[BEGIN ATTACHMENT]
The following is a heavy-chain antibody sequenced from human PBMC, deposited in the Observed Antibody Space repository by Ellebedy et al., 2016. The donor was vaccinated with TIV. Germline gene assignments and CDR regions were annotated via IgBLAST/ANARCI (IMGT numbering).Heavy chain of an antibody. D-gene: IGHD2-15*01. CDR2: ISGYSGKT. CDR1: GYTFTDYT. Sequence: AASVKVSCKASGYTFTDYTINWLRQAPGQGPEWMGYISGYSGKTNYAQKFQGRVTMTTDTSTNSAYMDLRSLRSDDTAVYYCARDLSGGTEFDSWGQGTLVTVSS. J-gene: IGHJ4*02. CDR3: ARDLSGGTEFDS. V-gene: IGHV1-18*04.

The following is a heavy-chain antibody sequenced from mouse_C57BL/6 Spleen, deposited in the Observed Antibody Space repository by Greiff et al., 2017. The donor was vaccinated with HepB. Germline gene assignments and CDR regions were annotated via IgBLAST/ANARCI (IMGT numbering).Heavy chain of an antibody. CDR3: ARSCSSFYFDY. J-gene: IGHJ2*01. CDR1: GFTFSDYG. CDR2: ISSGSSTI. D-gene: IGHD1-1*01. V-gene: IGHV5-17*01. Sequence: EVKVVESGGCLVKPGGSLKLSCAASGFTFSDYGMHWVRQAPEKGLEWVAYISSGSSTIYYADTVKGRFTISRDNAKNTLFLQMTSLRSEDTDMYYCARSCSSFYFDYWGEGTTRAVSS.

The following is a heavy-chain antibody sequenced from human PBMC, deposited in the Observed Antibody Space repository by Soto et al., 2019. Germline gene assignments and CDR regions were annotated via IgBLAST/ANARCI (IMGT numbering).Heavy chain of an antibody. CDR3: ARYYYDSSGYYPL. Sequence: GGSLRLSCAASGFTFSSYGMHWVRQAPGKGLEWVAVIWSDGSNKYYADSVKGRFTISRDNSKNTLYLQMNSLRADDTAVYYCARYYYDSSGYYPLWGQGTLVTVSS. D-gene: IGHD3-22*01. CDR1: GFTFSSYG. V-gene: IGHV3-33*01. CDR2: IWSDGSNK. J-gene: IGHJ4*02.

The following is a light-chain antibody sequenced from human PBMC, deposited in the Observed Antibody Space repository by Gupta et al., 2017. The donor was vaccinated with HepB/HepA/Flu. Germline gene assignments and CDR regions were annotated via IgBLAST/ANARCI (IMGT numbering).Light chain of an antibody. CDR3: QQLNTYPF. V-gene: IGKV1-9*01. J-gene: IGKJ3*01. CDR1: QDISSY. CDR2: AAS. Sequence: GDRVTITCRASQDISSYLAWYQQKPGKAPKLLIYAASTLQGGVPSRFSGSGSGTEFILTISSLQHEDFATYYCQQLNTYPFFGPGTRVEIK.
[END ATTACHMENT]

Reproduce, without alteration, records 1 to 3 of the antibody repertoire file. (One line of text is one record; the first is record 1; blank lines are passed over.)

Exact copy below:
The following is a heavy-chain antibody sequenced from human PBMC, deposited in the Observed Antibody Space repository by Ellebedy et al., 2016. The donor was vaccinated with TIV. Germline gene assignments and CDR regions were annotated via IgBLAST/ANARCI (IMGT numbering).Heavy chain of an antibody. D-gene: IGHD2-15*01. CDR2: ISGYSGKT. CDR1: GYTFTDYT. Sequence: AASVKVSCKASGYTFTDYTINWLRQAPGQGPEWMGYISGYSGKTNYAQKFQGRVTMTTDTSTNSAYMDLRSLRSDDTAVYYCARDLSGGTEFDSWGQGTLVTVSS. J-gene: IGHJ4*02. CDR3: ARDLSGGTEFDS. V-gene: IGHV1-18*04.

The following is a heavy-chain antibody sequenced from mouse_C57BL/6 Spleen, deposited in the Observed Antibody Space repository by Greiff et al., 2017. The donor was vaccinated with HepB. Germline gene assignments and CDR regions were annotated via IgBLAST/ANARCI (IMGT numbering).Heavy chain of an antibody. CDR3: ARSCSSFYFDY. J-gene: IGHJ2*01. CDR1: GFTFSDYG. CDR2: ISSGSSTI. D-gene: IGHD1-1*01. V-gene: IGHV5-17*01. Sequence: EVKVVESGGCLVKPGGSLKLSCAASGFTFSDYGMHWVRQAPEKGLEWVAYISSGSSTIYYADTVKGRFTISRDNAKNTLFLQMTSLRSEDTDMYYCARSCSSFYFDYWGEGTTRAVSS.

The following is a heavy-chain antibody sequenced from human PBMC, deposited in the Observed Antibody Space repository by Soto et al., 2019. Germline gene assignments and CDR regions were annotated via IgBLAST/ANARCI (IMGT numbering).Heavy chain of an antibody. CDR3: ARYYYDSSGYYPL. Sequence: GGSLRLSCAASGFTFSSYGMHWVRQAPGKGLEWVAVIWSDGSNKYYADSVKGRFTISRDNSKNTLYLQMNSLRADDTAVYYCARYYYDSSGYYPLWGQGTLVTVSS. D-gene: IGHD3-22*01. CDR1: GFTFSSYG. V-gene: IGHV3-33*01. CDR2: IWSDGSNK. J-gene: IGHJ4*02.